Sliding Filament Model

by Jason Amores Sumpter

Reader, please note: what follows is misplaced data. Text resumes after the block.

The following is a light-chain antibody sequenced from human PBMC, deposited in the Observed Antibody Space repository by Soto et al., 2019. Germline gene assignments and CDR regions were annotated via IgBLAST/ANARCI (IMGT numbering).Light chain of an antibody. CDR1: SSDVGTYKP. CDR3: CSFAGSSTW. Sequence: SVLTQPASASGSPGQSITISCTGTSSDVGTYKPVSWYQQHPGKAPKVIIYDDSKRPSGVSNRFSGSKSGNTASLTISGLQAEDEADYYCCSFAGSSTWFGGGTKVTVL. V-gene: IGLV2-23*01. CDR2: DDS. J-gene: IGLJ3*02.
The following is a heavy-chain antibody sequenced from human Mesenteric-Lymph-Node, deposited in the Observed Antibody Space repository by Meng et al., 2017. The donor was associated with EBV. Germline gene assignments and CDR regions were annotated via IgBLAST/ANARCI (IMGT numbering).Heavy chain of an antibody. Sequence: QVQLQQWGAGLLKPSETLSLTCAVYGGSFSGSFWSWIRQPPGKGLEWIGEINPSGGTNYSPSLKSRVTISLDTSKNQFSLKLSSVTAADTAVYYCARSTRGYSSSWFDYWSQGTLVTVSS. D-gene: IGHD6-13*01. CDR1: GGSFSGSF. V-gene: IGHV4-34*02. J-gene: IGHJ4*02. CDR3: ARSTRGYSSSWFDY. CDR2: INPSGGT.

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the mechanism that explains how the thin and thick filaments slide past each other to cause contraction is known as the sliding filament model. Now it's going to involve some proteins that interact with acting filaments. You see, these acting filaments are actually going to have binding sites for my assassin along their length. But normally these Mayas and binding sites are going to be covered by this protein called trope um, IAS in, which is basically wrapped around acting to block these Mayas and binding sites. And it's also gonna have this attached protein called troponin and this is it going to be a calcium sensitive protein that when it binds calcium, it causes the trope, um, Eliasson toe actually move and exposed the my it's, um, binding site on the acting filament. Now we'll talk in a little bit about where this calcium comes from, so for now, I don't want you to worry too much about it. Just know that it's going to be due to, uh, an action potential hitting the neuromuscular junction and that that's, you know, essentially, just think of it as a synaptic signal that's going to trigger this calcium release, and we'll go into the details in just a little bit. Now the Maya Seuin filaments have what are called Miocene heads there. I like to think of the Maura's like grab the arms or something and these air what air going to be used to sort of pull the myson along the act in filament. Now, when the troponin binds, calcium causes the trophy Maya's into expose those binding sites on acting, the myson is going to attach to the acting filament. Now it's It's actually only gonna attach if it has a teepee bound and if it has eight p bound, it will go ahead and attach to the acting filament like you see happening here. Let me actually go ahead and number of these for us. So that's gonna be a first step. Second step, and then right behind me, jumping out of the way. You'll see Step three. This is where that 80 p is going to be hydrolyzed and trigger what's known as the power stroke. Now, that's basically gonna be this uhh sort of shape change in the Miocene protein that you see here where it hide. Relies is the 80 p and releases the phosphate and the ADP, and it causes the head. Thio essentially move in such a way that it it pulls itself along the acting filaments. So here you can see they're trying to show the difference in the angle that it takes. Same with what's going on here. So essentially, that head is going, you know, from this position, thio this position so it'll move. You know, this distance more or less. And once that a deep gets released like we see happening right here in panel five, Uh, the myson is actually going to bind another 80 p and release from that acting filament like we see happening here in panel six. Now, this is essentially one little step that will have to be repeated many, many, many times to cause, you know, the big muscle contractions like, you know, I mean, even just this is, uh, needs, you know, a bunch of those power strokes toe get my get my muscles toe crank like that, you know? So the point is, this is going to be repeated many, many times. This just causes, like, one little movement. But you add a ton of these together, you know, in all those Arkham ears, and then you actually see a big movement as a result. So with that, let's go ahead and flip the page.